Unlocking Uganda’s AGOA Potential: Overcoming Information and Structural Challenges

Uganda has a remarkable opportunity to boost its exports to the United States under the African Growth Opportunity Act (AGOA). However, its full potential remains untapped due to a combination of information gaps and structural challenges. Addressing these issues could significantly increase Uganda’s earnings from AGOA, paving the way for economic growth and prosperity.

Ms. Anne Kalinzi
Ms. Anne Kalinzi

At a recent AGOA brainstorming and exhibition event in Kampala, stakeholders highlighted the critical need for information dissemination and diversification of export products. Ms. Anne Kalinzi, the Managing Director of Tooro Gallery, a consolidator of home décor and handcraft products destined for the U.S. market, expressed her eagerness to learn about AGOA. She mentioned that for years, she had been exporting to the United States under the General System of Preferences, unaware of the opportunities AGOA presented. This information shortfall is a hurdle that many Ugandan exporters face.

The history of AGOA is marked by significant success, with exports under the scheme reaching $8.2 billion in its first year (2001) and peaking at $66.3 billion in 2008. However, Uganda’s performance under AGOA has been varied, with annual earnings fluctuating between $30-82 million in the ten years leading up to 2017. In contrast, countries like Ethiopia and Kenya have achieved more consistent success, bagging between $113-330 million and $280-591 million, respectively, over the same period.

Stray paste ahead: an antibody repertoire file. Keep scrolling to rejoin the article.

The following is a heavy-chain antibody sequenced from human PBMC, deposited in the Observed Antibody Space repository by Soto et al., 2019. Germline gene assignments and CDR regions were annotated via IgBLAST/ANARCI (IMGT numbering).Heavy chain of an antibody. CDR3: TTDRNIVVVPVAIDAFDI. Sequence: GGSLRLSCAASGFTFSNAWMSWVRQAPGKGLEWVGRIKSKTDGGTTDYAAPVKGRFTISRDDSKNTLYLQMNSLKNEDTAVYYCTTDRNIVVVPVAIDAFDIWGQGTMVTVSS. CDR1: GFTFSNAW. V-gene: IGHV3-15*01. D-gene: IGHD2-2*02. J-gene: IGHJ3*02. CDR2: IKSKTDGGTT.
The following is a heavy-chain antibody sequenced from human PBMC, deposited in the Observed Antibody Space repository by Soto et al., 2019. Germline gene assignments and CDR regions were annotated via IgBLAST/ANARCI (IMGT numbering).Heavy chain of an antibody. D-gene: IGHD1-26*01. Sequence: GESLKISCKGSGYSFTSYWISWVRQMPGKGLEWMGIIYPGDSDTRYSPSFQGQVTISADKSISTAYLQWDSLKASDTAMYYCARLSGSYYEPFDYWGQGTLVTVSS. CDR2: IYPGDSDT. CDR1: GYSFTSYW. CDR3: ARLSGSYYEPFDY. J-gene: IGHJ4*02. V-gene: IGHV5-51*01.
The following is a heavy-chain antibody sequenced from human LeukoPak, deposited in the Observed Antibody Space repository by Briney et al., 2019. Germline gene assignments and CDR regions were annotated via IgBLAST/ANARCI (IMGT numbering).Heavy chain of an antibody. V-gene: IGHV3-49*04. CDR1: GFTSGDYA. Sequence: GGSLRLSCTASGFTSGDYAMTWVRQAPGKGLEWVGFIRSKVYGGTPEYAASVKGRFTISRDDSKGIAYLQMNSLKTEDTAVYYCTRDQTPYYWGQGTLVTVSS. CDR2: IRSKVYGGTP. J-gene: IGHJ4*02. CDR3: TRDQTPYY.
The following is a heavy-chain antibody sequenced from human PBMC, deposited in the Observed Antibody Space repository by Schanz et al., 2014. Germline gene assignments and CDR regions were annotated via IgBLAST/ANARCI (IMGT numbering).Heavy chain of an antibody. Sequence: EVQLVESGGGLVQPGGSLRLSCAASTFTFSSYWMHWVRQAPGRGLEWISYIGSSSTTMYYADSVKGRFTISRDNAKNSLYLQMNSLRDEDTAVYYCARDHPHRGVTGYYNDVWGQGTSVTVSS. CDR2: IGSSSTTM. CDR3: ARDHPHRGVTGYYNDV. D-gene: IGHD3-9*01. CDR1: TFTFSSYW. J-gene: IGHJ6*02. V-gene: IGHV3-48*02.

Uganda faces twin challenges in AGOA trade: production and policy support. One challenge is the ability to fulfill customer orders in terms of quantity and product consistency, which has sometimes led to delayed deliveries tied to seasonal cycles. Quality issues also stem from a negative attitude towards vocational education, resulting in a shortage of competencies required for non-automated production.

There is room for improvement in integrity when fulfilling orders, and many buyers are willing to pre-finance orders if Ugandan exporters can demonstrate reliability. Furthermore, government support in the form of participation in trade exhibitions and the placement of qualified commercial attaches in export markets could enhance Uganda’s AGOA trade prospects.

While Uganda has faced challenges, it has made strides in correcting course. A coordinated approach to market access and the development of a national strategy to identify focus areas with a comparative advantage have been pivotal. The strategy, developed with the support of the East Africa Trade and Investment Hub, identifies products such as cut flowers, freshwater fish, textiles and apparel, footwear, home decor, and specialty food products for development into flagship products.

Uganda’s initial difficulties were exacerbated by the short shelf life of the program and the nature of its exports. Longer-established production bases in other countries and a strong apparel industry have allowed them to reap greater rewards.

Uganda’s infrastructural deficits, including energy shortages and transportation challenges, posed additional hurdles. However, the recent emergence of large apparel manufacturers and initiatives like Nytil Southern Range and Fine Spinners converting Ugandan cotton into finished apparel for export provide hope for the future.

In conclusion, Uganda has tremendous potential under AGOA, but overcoming information gaps and structural challenges is paramount.



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